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8 thoughts on “Percentage of Stray to Feral Cats”

  1. Unfortunately not many cats in the USA are allowed to live their lives peacefully outside as some people think they are a nuiscance and they don’t want them around, sometimes they are even shot.
    People here in the UK are more tolerant and our TNR works very well in that once neutered, feral cats can be returned to the gardens of people willing to feed them. Our local Animal Rescue Sanctuary has a feral unit for those with nowhere safe to go.
    The people of Turkey are obviously compassionate like most of the people in our country.

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  2. ”The whole cat shelter, animal control, humane society businesses are just that, they are businesses. There are a lot of jobs based on stray cats…”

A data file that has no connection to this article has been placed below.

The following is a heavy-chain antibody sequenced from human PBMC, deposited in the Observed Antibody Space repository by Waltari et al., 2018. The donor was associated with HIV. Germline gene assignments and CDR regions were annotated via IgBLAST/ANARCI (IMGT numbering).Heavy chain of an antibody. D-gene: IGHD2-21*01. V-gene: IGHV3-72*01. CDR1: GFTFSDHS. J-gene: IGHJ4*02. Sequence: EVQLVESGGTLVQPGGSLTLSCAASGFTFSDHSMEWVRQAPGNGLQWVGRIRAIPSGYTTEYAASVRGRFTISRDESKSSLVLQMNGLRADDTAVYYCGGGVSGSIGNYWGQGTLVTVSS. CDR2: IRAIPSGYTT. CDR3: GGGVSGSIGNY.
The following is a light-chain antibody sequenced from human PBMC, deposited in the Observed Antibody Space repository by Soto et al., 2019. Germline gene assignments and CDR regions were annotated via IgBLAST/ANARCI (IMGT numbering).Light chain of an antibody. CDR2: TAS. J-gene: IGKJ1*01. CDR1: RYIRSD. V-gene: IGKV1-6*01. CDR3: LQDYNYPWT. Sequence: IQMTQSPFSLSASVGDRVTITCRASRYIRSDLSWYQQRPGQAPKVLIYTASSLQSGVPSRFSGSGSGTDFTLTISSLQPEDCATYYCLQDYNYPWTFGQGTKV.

Completely agree with you. Those cats which were pets of someone should be returned to their houses; so identification should be important. But why imprison those in shelters which don’t have any owners? Leave them alone. They would be far happier in the street. Many shelters simply will kill the cats which did not find a house. Yes, killing – is it a nice solution?

    There are aggressive neutering programs, actually propaganda, where activists push an idea ”have to neuter every cat”. They talk about animal rights, but cat can not say ”no”, you catch her and neuter against its will. If you try to do this on humans, they would say ”trying to control my reproduction is a crime”. Double standard.

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  3. Well written, Michael!